i miss making friends on tumblr
i miss making friends on tumblr
Tyne and Wear Metro – August 2020.
Okay I’m Aimee and I’m 28 from South Shields. I’m LGBT and Autistic.
I have physically;
• Hypermobile Spectrum Disorder
• Overactive Bladder
• Allergic rhinitis
• Borderline/Emotionally Unstable Personality Disorder
My Fibromyalgia started with suddenly very painful periods after years of them being normal (following a sexual assault) and then I fell during Pole Dancing class and landed on the back of my neck and tore my Trapezoid muscle. I’ve basically been in pain ever since. Diagnosed in 2016 after 5 years of back and forth to the CFS team in Sunderland hospital and Dr Wells kept telling me my pain was caused by my mental health and once I got a job I’d be fine. Eventually I begged to be referred to Rheumatology and in 5 minutes he diagnosed me with HSD and Fibromyalgia. Luckily since diagnosis I’ve only had two dislocations but my joints are very unstable and hurt, a lot.
In other words I’m an absolute nightmare, rattle when I walk and complain all the time! 😂
I’m trying my hardest to accept who I am… It’s hard at 28 to know I had to give up for styles of dance and four nights a week dancing but I still teach on Tuesdays and dance at my friend’s class on a Monday (well before Covid!). I didn’t plan on being disabled and miserable, single for two years, not engaged and childless at 28 but that’s how the dice has rolled. Onwards and upwards!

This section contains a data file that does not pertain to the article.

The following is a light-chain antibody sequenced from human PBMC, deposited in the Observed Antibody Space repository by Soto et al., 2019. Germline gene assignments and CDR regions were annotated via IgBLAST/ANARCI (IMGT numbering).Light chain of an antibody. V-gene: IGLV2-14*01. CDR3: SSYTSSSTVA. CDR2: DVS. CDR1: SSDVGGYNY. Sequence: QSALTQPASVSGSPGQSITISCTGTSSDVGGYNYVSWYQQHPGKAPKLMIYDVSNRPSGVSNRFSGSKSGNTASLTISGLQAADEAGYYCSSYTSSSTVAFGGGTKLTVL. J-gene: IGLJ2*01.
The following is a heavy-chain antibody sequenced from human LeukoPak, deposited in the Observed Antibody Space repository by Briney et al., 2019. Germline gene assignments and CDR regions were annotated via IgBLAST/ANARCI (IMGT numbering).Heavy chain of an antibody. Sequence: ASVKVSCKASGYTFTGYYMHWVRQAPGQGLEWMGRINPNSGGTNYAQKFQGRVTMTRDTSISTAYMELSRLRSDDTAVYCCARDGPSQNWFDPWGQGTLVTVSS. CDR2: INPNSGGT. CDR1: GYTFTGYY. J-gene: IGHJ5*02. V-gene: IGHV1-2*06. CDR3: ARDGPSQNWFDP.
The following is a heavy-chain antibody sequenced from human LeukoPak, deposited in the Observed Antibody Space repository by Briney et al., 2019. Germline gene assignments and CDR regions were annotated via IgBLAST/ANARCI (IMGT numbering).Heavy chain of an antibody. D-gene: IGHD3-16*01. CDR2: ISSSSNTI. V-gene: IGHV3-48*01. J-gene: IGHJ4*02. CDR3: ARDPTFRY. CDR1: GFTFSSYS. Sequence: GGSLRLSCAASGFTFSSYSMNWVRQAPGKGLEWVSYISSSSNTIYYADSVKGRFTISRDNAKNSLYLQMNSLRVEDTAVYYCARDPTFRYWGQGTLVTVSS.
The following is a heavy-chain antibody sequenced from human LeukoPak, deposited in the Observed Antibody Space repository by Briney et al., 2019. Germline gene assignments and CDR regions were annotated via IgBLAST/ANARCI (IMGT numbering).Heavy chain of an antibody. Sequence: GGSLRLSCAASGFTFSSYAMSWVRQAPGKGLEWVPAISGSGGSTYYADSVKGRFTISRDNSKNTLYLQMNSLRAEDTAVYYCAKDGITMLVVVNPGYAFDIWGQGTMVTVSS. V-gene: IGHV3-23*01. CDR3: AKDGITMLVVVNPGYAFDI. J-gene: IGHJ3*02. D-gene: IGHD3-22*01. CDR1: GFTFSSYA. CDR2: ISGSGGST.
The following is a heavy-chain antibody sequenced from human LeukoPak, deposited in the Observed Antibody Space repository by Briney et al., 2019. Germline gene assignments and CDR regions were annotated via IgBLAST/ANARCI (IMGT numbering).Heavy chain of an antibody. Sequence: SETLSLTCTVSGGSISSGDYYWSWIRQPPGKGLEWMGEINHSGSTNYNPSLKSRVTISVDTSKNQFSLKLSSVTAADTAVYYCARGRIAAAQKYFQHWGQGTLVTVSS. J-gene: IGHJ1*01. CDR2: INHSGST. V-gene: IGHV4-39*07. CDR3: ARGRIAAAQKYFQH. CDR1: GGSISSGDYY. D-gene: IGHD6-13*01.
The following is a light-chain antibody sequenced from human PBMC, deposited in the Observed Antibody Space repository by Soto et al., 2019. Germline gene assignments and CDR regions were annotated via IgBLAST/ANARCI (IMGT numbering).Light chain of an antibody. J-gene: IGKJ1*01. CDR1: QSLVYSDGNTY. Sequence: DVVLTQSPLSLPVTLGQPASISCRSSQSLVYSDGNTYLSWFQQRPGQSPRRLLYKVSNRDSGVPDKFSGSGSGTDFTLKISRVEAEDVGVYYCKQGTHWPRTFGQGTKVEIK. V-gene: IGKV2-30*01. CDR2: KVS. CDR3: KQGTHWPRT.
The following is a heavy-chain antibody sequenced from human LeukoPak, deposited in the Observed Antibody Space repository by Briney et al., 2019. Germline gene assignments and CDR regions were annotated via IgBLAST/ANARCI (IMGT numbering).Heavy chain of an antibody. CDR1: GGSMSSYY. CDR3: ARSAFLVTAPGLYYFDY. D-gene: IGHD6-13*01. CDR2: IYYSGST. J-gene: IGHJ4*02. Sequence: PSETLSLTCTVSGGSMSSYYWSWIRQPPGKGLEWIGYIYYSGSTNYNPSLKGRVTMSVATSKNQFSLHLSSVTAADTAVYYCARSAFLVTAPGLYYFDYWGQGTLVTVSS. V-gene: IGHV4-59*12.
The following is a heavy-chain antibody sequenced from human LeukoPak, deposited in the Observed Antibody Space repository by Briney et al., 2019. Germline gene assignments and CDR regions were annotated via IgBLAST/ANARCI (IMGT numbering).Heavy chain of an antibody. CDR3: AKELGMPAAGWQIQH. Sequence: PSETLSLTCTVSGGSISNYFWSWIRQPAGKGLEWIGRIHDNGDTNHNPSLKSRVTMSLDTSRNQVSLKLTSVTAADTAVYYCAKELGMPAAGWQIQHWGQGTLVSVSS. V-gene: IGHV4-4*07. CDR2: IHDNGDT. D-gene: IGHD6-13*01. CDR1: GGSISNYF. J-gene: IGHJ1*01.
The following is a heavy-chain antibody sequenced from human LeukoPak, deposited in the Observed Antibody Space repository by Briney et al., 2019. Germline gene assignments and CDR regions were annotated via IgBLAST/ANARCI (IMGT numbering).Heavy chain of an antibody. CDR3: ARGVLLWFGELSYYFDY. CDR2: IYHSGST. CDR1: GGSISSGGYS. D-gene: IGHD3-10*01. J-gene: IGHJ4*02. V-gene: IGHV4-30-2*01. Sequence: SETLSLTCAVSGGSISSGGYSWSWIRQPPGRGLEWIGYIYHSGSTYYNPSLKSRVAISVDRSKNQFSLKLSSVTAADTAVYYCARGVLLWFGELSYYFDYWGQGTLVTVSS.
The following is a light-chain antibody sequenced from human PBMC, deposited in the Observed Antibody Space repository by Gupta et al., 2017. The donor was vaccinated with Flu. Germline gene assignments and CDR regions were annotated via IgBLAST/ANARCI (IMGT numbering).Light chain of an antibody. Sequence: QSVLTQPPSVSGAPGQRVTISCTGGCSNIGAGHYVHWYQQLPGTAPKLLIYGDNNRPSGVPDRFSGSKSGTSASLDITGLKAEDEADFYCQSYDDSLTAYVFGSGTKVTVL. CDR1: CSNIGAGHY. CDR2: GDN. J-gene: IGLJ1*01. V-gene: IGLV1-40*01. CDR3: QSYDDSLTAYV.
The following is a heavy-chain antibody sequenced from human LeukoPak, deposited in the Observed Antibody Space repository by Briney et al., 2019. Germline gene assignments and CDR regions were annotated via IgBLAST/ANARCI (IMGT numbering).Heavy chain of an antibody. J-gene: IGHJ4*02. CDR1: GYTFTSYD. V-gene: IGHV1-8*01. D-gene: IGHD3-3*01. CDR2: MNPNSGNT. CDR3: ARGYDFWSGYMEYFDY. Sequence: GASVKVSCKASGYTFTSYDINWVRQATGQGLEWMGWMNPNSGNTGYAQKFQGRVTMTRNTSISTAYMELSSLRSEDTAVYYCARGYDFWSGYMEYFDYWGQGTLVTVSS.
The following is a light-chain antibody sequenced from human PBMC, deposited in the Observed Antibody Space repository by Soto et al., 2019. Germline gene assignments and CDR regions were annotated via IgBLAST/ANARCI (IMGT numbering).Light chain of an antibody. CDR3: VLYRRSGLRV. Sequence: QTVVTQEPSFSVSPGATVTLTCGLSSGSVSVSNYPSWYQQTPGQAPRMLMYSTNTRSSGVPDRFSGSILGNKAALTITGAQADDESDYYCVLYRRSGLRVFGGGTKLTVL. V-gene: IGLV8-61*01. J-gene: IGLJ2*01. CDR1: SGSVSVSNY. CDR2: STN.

Surfers ride the Severn Bore, Gloucestershire, UK, a tidal surge on the river Severn which can reach 10m, depending on various weather factors and tide and river levels
Credit: Simon Chapman/LNP
One in five species of maple are threatened in their natural habitats, an extinction study says.
from BBC News - Science & Environment https://www.bbc.co.uk/news/science-environment-54240554
A “green” fund to protect wildlife on England’s farms may be under threat, BBC News has learned.
from BBC News - Science & Environment https://www.bbc.co.uk/news/science-environment-54238399
UK farmers are complaining of a lack of clarity over how they will be rewarded for tending the land.
from BBC News - Science & Environment https://www.bbc.co.uk/news/science-environment-54238571
Stranger Things star plays Sherlock’s sister in Enola Holmes alongside Helena Bonham Carter.
from BBC News - Entertainment & Arts https://www.bbc.co.uk/news/entertainment-arts-54212696
One long night at the Academy. Thank you for all the support online and in person. I love you all.
20/09/2020-Blog 1 of 2: The cottage, walk between Wells-next-to-sea and Stiffkey and Brown Shrike and more at Warham Greens: 10 different pictures to ones I tweeted